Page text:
It's one thing to put a positive spin on Barack Obama or a charity that helps kids with cancer. But a serious public-relations professional should welcome a challenge, something almost impossible to paint in a positive light. How about this: "Members of Congress are slated to receive a $4,700 pay raise beginning in January, increasing their annual salaries to $174,000. The increase for 535 House and Senate members would cost taxpayers more than $2.5 million." Yes, that's the same Congress that has a lower approval rating than George W. Bush. The same one that thinks money comes out of a big storage vault out in Arlington, judging by the way they're just throwing tax-payer funds into bailouts these days. The same one that's been lecturing the auto industry about its budgeting.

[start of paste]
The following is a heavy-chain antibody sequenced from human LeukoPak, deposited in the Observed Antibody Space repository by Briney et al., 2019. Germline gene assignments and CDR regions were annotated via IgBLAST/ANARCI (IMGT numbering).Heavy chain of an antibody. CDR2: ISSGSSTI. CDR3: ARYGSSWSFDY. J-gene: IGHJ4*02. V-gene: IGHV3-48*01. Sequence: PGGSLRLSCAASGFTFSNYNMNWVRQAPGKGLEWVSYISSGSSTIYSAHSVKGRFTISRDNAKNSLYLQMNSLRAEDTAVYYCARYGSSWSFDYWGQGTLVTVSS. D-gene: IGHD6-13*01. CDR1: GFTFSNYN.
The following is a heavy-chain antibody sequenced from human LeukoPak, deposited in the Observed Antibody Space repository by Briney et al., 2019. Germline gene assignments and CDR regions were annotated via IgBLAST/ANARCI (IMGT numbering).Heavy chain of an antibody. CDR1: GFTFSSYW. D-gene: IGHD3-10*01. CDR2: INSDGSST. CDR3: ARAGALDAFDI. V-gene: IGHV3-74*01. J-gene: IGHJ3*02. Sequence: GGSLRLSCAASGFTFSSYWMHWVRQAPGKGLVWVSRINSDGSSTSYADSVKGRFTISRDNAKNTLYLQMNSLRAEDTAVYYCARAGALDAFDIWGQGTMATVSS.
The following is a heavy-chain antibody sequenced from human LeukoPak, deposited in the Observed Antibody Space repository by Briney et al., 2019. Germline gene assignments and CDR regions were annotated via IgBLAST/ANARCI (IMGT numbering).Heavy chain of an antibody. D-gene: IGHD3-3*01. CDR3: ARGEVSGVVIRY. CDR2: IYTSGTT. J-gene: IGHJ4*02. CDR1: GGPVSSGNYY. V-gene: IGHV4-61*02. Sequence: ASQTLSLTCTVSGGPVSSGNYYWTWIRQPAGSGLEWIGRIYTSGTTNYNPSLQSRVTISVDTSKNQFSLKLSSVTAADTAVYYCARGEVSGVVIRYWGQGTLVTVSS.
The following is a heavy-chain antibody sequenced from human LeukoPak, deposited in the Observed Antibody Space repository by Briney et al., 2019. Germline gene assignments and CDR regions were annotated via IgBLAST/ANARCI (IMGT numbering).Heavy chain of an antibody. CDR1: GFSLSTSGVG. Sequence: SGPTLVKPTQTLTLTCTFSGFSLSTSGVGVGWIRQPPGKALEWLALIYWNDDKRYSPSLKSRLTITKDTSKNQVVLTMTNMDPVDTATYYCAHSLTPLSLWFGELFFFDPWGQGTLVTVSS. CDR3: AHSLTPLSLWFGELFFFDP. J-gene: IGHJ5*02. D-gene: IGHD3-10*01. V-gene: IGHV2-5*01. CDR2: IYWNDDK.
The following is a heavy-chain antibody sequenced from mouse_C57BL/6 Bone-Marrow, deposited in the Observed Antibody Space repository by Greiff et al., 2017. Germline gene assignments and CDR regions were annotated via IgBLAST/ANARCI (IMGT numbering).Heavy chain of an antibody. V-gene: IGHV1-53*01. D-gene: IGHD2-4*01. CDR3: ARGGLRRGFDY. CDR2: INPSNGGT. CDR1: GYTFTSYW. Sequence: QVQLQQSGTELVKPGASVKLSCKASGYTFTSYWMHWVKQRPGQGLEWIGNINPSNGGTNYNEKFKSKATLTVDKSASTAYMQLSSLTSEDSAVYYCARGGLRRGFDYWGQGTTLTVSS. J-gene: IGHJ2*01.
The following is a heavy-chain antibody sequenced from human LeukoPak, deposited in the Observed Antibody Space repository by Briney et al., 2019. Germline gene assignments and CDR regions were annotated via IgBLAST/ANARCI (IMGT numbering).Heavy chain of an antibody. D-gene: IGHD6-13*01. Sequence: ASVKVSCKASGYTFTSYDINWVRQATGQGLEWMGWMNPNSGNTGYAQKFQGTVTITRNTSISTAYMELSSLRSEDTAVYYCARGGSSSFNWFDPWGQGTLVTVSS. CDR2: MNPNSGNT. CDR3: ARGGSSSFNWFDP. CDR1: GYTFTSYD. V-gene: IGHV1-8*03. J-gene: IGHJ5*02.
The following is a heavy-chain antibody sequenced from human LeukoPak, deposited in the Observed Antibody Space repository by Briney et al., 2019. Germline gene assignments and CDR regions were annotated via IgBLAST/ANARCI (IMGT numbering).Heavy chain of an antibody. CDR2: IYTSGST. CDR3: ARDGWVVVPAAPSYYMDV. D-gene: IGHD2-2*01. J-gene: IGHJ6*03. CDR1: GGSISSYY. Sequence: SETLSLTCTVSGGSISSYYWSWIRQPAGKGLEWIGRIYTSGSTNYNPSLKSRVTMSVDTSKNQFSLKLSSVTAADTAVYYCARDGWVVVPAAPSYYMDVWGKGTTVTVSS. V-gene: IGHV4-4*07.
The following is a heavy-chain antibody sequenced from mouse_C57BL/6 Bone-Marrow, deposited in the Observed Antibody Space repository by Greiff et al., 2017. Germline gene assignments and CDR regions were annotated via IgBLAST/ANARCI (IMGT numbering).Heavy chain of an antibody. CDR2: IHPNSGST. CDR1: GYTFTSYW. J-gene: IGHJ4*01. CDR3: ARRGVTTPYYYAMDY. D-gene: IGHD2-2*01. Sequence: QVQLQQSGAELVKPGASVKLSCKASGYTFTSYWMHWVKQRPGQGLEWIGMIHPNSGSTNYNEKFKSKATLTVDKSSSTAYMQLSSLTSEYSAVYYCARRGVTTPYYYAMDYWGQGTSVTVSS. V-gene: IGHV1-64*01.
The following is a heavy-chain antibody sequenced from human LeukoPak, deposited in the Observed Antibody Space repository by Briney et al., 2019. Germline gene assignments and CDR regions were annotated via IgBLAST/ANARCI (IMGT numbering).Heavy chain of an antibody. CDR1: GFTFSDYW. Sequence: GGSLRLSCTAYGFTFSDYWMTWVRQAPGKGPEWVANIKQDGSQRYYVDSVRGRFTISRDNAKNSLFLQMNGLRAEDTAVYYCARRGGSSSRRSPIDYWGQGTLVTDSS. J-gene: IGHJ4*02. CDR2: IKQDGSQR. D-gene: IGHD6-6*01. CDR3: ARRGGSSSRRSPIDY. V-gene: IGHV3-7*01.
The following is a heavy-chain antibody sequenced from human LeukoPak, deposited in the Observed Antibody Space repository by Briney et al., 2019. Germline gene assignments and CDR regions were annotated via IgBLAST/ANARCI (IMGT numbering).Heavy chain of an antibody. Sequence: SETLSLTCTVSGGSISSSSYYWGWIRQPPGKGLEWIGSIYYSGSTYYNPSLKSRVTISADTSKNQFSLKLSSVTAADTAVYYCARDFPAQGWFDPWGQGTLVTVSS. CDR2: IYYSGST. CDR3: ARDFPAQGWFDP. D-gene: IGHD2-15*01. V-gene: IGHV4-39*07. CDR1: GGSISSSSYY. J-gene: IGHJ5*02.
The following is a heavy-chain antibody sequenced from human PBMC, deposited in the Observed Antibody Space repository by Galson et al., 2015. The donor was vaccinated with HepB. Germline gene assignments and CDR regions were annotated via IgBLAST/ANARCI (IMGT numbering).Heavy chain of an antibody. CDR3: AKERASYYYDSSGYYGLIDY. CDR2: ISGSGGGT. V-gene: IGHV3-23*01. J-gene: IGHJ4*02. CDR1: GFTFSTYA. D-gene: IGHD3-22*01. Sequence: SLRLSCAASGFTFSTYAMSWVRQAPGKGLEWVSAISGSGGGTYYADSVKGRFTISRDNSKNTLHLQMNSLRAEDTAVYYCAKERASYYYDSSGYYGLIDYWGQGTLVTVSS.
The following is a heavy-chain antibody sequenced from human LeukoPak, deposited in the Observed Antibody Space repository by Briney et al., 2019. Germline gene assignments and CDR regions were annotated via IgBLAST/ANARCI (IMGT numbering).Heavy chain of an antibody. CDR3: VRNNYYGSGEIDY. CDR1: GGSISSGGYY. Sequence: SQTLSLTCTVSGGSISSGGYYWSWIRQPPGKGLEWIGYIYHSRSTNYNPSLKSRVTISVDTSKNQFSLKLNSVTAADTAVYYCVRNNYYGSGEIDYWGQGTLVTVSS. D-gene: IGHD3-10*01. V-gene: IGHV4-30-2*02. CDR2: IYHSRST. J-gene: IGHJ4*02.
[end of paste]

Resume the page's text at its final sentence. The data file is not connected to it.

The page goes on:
Sure the press release is from an interest group, but the fact remains Congress may give itself a pay raise. So here's your homework: Pretend you work for Congress, are upset by this interest group's press release and have to spin Congressional pay raises in a positive light. No cheating: You can't have your pretend client opt out of the pay raises.